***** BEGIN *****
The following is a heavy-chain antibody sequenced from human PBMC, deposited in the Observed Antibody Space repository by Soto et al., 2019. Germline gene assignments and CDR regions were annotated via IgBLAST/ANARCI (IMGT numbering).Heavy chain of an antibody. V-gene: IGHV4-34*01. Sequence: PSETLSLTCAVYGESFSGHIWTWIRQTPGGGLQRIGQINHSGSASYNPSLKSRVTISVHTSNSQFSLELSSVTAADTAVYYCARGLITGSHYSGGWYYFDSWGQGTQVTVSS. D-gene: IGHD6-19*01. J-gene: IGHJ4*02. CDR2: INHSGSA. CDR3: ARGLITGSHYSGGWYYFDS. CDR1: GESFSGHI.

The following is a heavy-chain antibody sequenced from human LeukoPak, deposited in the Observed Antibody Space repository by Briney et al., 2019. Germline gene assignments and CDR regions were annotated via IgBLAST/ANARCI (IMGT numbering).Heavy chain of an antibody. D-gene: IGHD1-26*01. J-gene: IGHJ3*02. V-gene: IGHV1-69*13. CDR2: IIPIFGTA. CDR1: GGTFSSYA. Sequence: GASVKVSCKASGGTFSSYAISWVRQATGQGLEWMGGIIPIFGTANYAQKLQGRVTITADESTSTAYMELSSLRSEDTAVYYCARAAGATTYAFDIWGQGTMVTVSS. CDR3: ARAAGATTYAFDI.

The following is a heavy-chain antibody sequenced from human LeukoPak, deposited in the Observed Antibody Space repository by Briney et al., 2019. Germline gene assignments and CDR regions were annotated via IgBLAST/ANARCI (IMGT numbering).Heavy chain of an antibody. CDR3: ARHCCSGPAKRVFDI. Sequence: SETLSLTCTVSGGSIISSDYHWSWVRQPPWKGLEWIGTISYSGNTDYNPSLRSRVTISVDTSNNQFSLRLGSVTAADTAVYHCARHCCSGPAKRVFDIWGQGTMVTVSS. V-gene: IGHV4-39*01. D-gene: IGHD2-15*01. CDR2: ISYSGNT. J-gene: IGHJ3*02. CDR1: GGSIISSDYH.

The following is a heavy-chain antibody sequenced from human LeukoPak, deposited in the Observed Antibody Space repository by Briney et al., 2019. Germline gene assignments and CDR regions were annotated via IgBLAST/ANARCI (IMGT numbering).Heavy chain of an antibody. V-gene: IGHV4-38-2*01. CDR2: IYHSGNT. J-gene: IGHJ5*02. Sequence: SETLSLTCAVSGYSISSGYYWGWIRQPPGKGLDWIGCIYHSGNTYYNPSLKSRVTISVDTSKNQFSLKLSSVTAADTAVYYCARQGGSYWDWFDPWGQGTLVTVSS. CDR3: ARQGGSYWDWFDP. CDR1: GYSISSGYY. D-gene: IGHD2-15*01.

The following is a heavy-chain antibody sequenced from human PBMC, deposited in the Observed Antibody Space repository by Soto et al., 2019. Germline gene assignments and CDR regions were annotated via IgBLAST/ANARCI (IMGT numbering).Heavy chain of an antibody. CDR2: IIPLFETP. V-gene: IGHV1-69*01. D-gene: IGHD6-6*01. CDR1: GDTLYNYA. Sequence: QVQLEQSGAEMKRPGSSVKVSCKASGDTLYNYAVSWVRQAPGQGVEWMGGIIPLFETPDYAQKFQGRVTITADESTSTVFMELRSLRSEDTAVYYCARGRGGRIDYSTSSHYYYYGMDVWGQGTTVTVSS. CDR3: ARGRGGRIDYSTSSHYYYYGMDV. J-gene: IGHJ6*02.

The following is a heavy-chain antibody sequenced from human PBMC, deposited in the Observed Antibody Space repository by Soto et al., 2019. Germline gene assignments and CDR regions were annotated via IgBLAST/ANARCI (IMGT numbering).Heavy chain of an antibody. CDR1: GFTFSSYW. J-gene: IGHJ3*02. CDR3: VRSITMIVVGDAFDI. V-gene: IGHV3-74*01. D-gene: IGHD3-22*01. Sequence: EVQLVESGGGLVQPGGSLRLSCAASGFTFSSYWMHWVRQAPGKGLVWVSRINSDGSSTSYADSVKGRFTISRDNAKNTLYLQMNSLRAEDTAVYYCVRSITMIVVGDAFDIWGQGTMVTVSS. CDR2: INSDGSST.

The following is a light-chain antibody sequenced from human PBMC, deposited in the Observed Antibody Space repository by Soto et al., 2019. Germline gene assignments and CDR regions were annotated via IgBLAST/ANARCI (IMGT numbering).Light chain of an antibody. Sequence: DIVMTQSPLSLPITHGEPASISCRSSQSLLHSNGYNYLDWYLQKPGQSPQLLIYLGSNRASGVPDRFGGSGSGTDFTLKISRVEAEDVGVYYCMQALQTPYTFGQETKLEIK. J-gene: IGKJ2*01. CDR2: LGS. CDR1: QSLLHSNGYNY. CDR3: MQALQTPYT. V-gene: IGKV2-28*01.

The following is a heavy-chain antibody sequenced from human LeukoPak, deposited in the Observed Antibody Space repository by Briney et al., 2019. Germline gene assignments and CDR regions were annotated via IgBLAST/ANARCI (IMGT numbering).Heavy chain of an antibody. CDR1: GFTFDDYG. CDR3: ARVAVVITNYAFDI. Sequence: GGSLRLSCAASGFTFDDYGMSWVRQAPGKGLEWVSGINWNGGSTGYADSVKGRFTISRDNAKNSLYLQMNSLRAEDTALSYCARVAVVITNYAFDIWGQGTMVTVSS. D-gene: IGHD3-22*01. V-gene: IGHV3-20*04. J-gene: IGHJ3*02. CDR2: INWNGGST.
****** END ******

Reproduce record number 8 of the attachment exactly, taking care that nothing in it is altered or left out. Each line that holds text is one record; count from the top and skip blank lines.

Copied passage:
The following is a heavy-chain antibody sequenced from human LeukoPak, deposited in the Observed Antibody Space repository by Briney et al., 2019. Germline gene assignments and CDR regions were annotated via IgBLAST/ANARCI (IMGT numbering).Heavy chain of an antibody. CDR1: GFTFDDYG. CDR3: ARVAVVITNYAFDI. Sequence: GGSLRLSCAASGFTFDDYGMSWVRQAPGKGLEWVSGINWNGGSTGYADSVKGRFTISRDNAKNSLYLQMNSLRAEDTALSYCARVAVVITNYAFDIWGQGTMVTVSS. D-gene: IGHD3-22*01. V-gene: IGHV3-20*04. J-gene: IGHJ3*02. CDR2: INWNGGST.